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History of Cutlery and Tools with Geoffrey Tweedale


 
  The Forgotten Art of the Two-Legged Parser   1 of 5  

Swiss Army knives - with their bright red handles and ‘toolbox’ of blades and gadgets – have become so ubiquitous that it is often assumed that the Swiss must have invented the multi-blade knife. Not so. These knives have a history that stretches back at least a couple of hundred years.

It was in the late 19th century – before the Swiss had even introduced their first design – that the multi-blade knife reached its peak in terms of quality, workmanship, and finish. In those days, they were usually known as sportsmen’s knives. The leading centre for their manufacture was Sheffield.

The illustration is from a trade catalogue by a leading Sheffield maker, Southern & Richardson (which I photographed recently courtesy of a friend, Geoff Allen).

The catalogue was published in about 1900. The quality is self-evident. Besides the hand-forged and hand-ground blades and tools, the genuine stag handles, and the pickers and tweezers that slide beneath them, these knives have something that is invariably lacking in modern mass-produced and plastic-handled knives – a shield or escutcheon plate.

These were built into the handle (or scale) of the knife, so that the proud owner could engrave his/her name. Even if the shield was never engraved – and judging by antique knives, most were left plain – the shield (produced in a variety of shapes) was still an attractive embellishment.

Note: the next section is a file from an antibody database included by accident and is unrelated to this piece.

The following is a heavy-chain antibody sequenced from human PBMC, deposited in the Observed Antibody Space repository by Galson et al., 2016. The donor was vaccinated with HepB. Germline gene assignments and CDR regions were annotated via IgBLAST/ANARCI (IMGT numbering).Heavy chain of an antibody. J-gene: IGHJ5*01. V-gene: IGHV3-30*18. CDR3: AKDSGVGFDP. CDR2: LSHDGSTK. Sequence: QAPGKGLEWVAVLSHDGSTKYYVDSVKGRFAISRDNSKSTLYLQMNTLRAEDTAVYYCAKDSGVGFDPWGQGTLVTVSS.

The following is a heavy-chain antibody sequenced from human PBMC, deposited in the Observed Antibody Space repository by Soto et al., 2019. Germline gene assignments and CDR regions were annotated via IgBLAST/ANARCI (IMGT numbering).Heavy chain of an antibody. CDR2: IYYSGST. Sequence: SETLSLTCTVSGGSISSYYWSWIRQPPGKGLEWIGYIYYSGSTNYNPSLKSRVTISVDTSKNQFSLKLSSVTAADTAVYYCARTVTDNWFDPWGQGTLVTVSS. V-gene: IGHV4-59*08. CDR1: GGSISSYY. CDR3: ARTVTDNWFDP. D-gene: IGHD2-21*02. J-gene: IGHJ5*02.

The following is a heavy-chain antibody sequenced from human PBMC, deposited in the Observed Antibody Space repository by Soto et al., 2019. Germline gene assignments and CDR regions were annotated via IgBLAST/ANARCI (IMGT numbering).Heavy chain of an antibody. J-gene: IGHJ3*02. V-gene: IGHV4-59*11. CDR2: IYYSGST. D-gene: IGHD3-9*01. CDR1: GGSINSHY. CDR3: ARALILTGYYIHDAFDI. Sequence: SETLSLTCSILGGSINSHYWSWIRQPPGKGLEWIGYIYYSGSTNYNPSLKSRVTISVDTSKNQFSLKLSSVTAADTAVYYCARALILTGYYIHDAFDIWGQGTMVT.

Shields and Bow Drills

When did shields first appear on pocket knives? It is an impossible question to answer precisely. A variety of shields can be seen on Sheffield pen and sportsmen’s knives in Joseph Smith’s, ‘Explanation or Key to the Various Manufactories of Sheffield’. This was an illustrated catalogue, dated 1816 (and reprinted by the Early American Industries Association in 1975).

In my own trawls through Sheffield newspapers, I also turned up a reference to a cutler named Daniel Hemmings. According to a local worthy in ‘The Sheffield Independent’, 25 January 1873: ‘He was the first man who invented oval shields in pen knife handles. That is seventy years ago’. This single recollection is not documented and too distant to be corroborated.

Certainly, though shielding pen and pocket knives had become routine in the early 1800s. Materials makers, such as Henry Duke (who advertised in the local directory in 1828), supplied both shields and shielding tools ‘on the shortest notice’.

Shields were inserted into the scales/handles using a tool known as a parser (or parsey or parsa).


 
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